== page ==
What Divides Christians
There is a significant difference between Catholic and Protestant theologies. Regardless of the doctrine, you believe in, it needs to be important. Despite if we’re speaking Catholics and Protestants or Methodists and Baptists, everyone believes their way of loving Jesus is better than the others. In my opinion, it’s really pretty sad. As someone with degrees and certificates in theology, from both Catholic and Protestant universities, I’ve told myself more than once, “I just want to love Jesus. Why does this have to be so complicated?”
I want to say there’s so much division simply because people don’t get their way. I know there’s much more to it than that, but think about it. How many people do you know who’ve belonged to more than two denominations in the previous five years? Yes, there are significant reasons for making a change. But, if you’re someone who finds a new church every other year without your home address changes, there might simply be some personal issues.
My point in bringing this division up wasn’t necessary to tell you why it happens. It was more of me asking you a question. No, many Christians don’t have this dislike for followers of another denomination. Still, too many of us do. If you’re one who does, what has happened to create this? What I really want to ask, who hurt you? Don’t look down on what a person believes simply because of one negative, personal experience.
Knowing What You Are
Most of the time, some of the people wanting to argue the most about why a denomination is wrong to have one thing in common. They couldn’t provide a sound, doctrinal argument. Their reasoning is simply because it’s how they were raised. “Catholics are wrong and are going to hell. I know this is true because my grandma told me when I was five years old.”
There is absolutely nothing wrong with strong family ties being what draws you to what you believe. That being said, if you want to make any kind of an argument that someone is wrong because of their faith, you need something other than family secrets to back your theory.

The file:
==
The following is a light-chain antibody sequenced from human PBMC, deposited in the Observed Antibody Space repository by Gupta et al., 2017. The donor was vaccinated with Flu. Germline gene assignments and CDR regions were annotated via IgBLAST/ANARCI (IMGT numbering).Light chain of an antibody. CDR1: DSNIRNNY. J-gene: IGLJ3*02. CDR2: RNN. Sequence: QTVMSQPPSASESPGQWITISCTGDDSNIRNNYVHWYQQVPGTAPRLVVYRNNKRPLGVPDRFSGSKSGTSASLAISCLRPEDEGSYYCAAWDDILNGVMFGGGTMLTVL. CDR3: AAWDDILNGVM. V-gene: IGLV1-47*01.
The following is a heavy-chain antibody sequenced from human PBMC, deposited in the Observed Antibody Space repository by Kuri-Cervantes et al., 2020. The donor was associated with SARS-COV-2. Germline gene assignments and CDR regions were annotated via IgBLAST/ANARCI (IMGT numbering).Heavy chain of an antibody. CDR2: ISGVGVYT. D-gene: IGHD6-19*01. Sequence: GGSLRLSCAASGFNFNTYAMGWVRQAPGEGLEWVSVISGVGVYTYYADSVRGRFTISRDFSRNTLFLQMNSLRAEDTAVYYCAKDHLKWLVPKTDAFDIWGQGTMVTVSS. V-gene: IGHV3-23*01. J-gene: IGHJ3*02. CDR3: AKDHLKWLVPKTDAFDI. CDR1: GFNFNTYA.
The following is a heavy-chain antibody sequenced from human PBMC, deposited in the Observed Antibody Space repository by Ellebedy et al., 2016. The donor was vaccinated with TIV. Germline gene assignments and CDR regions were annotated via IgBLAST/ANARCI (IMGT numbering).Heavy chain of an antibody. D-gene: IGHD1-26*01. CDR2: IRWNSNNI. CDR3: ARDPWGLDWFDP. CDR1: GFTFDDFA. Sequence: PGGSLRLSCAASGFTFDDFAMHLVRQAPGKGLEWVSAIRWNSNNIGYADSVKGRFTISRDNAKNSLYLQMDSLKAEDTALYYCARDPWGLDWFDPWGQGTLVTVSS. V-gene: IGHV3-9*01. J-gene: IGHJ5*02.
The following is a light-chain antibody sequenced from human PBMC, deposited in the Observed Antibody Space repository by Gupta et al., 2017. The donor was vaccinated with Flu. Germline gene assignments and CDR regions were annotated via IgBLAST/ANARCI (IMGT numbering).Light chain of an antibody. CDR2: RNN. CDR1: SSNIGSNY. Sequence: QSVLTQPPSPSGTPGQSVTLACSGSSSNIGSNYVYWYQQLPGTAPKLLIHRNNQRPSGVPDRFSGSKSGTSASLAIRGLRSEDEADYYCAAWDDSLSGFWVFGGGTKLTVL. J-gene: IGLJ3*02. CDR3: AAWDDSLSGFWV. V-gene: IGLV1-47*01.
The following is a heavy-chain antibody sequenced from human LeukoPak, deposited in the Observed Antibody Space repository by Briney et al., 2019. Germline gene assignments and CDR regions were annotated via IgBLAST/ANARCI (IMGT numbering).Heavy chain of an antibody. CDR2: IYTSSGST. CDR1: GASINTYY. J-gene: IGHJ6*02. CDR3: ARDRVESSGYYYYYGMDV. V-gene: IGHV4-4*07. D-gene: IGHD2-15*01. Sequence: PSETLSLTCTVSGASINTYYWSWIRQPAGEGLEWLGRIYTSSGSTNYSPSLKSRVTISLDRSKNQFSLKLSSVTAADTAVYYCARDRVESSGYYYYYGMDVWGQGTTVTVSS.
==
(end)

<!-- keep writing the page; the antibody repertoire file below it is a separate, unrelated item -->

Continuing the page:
As someone who has spent almost ten years studying theology at the collegiate level, nothing bothers me more than this when it comes to Christianity. As I’ve mentioned several times already, there are very significant differences between doctrine and theology. It’s not my place to tell you what’s right or wrong. As someone who represents Jesus Christ, it’s your responsibility to provide a defense for your faith.
I’d never had the nerve or ego to tell someone they are wrong because of what they believe. I know plenty of Catholics I think will spend eternity with me in the presence of God. I can make the same exact statement about several of my Protestant friends. Regardless of which side of the fence you decide to stand on, have solid reasoning for your beliefs. Not to point the finger at who you think is wrong. Simply to be better able to point others towards the cross.
Setting Differences Aside
As I mentioned earlier, our country is probably currently more divided than it’s ever been before, on several levels. I don’t like the idea of telling my five-year-old why someone else is different. She has bi-racial parents and deals with that enough already. As a Christian, I’d rather be a part of a generation that makes hers different. I want to focus on what different denominations have in common.
As Catholics, the Christian faith and religion are a huge part of our family. We believe in God, the Father Almighty, Creator of heaven, and earth. We believe in Jesus, His only Son our Lord, who was conceived by the Holy Spirit. Also, we believe He was born of the virgin Mary and suffered under Pontius Pilate. He was crucified and put into a tomb.
Three days later, He rose from the dead. Jesus ascended into Heaven and is seated at the right hand of God the Father. He will come back again to judge both the living and the dead. What Jesus Christ was able to accomplish through the cross is my only means of salvation. Only through Him can I spend eternity in the presence of God.
I’m saved by my faith and by faith alone. That being said, faith isn’t something you have. It’s something you do. If you can agree to that then we have a lot in common. Regardless of the doctrine or theology, you believe in.
Jeffrey has a degree in theology from Aidan University and is the founder of Gospel Grammar in Ft. Wayne, Indiana. His goal is to inspire others to seek a more intimate relationship with Jesus Christ.